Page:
6. Walt

    Dude –

    There is nothing sadder than a young life lost to drug addiction. Unless it is a post by the retard. That could drive anyone to drugs. And it probably has for many. And I am not sure even opium has the ability to fix the brain numbing damage reading his posts will cause. AND STOP DOING ANONYMOUS!! And stupid name posts. WE ALL KNOW IT’S YOU!! You retard.

    We had a deal you would do one long, excruciating, 5000 word post. Under your own name, so we wouldn’t have to read it. HONOR YOUR PROMISES!!

    But we do over prescribe meds to our youth. And that is a big part of the problem. But the retard should take more. Absolutely.

    Your Pal,
    Walt

    • Greenwich Gal

      Walt, sweetie – just wondering – how do you know it’s the same guy? I mean a bunch or morons post here.

  7. peg

    I understand as perhaps few can… 😦

  8. Last spike in self administered horror?
    LBJ administration late 60s with lack of faith in government.
    War not believed in.
    Today, youth are taught to be guilty of ruining the planet simply by being here, especially if you are white with money.
    Lack of sense of place & purpose.
    Sports, outdoor activities, team members watching (including whiffle ball) out for you a way to feel counted not discounted.
    Pain killers can make you feel better not think better…..
    Restore faith in our Town & Country good place to start….
    .

  9. Anonymous

    Fairfield county has, if I recall, one of the the highest prescription painkiller addiction & overdose rates per capita (that means as a % of population, for you women’s studies majors) in the country. Mommy’s little helper is, sadly, Johnny & Susie’s little helper too.

  10. peg

    My own two cents:

    For many, narcotic medication can be a helpful aid during a short period where significant pain relief is needed. After surgery, migraines, and other similar ailments.

    What is so difficult to determine, however, is the individual nature of response and propensity of addiction. Some can take strong opiates for short periods of time, relieve pain – and that is that. Others, with very short use, rapidly become addicted. Stopping the drug is enormously difficult, in contrast to others who have little to no trouble.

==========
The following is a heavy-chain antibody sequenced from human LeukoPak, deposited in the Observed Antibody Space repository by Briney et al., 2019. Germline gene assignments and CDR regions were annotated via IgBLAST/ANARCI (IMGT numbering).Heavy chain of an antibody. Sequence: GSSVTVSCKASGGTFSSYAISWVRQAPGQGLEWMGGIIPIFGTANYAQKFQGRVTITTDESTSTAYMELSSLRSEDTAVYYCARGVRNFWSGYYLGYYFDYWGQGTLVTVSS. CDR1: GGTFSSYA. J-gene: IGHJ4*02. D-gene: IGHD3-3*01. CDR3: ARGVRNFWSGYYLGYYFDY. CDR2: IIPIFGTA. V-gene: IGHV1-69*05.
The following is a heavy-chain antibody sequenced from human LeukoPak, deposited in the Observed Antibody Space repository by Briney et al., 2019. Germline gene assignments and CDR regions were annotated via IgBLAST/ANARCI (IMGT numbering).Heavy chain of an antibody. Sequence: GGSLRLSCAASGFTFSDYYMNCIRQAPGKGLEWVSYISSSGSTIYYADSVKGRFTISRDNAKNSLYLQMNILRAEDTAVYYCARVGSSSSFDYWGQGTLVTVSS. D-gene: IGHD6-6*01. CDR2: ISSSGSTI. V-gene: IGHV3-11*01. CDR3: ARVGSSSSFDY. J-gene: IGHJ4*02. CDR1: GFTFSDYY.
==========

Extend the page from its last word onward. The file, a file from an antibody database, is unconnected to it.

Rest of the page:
We do need far greater education for everyone on this topic. We also need far more enlightenment about the fact that addicts are not “evil people” – any more than those of us who succumb to cancer or diabetes or a host of other illnesses are terrible.

    Thank you for your post, Christopher.

  11. Publius

    There has been an interesting swing in the medical profession regarding pain medication over the past 2-3 decades. If you look at discussion about pain management from the 1980’s there was a general thought (I hate to use the word consensus) that DR’s were not providing enough pain management to their patients and that they were needlessly suffering pain. The situation was that many Dr.’s had not fully jumped on the more is more pharma bandwagon. That began to change in the 1990’s when the pharma reps and the drug conferences sponsored by the pharma co’s took off based on a whole new series of drugs to treat more chronic conditions (think statin drugs for cholesterol) . I have many doc friends and we talked about this on numerous occasions. Their belief is that while the pharma industry made great strides in providing a better quality of life and in some cases extending life span, there were some significant abuses as well that included opioids.

    These medicines do provide improved pain management for those that need it. I am not a fan of jumping on “Big Pharma” because their products are abused. It takes at least 2 to tango and in this case it is doc and parent or doc and patient. The parent/patient tends to be blind on this issue and the burden falls solely on the doctor, that in the age of O-Care is overwhelmed with administrative stuff that pulls them away from a true doctor patient relationship. That is no excuse but that is what is happening. You are responsible for your own actions or that of the minors in your family and you have to be vigilant all the time.

  12. reader

    There was a 21 year old from my child’s GCDS graduating class who died from a heroin overdose last spring. This problem is everywhere.

    • Three different sets of parents who travelled from Greenwich to attend John’s funeral had lost children in their early-20s to drugs, so we all shared our pain. John died of cancer, but drugs are just another form of that disease, in a sad way.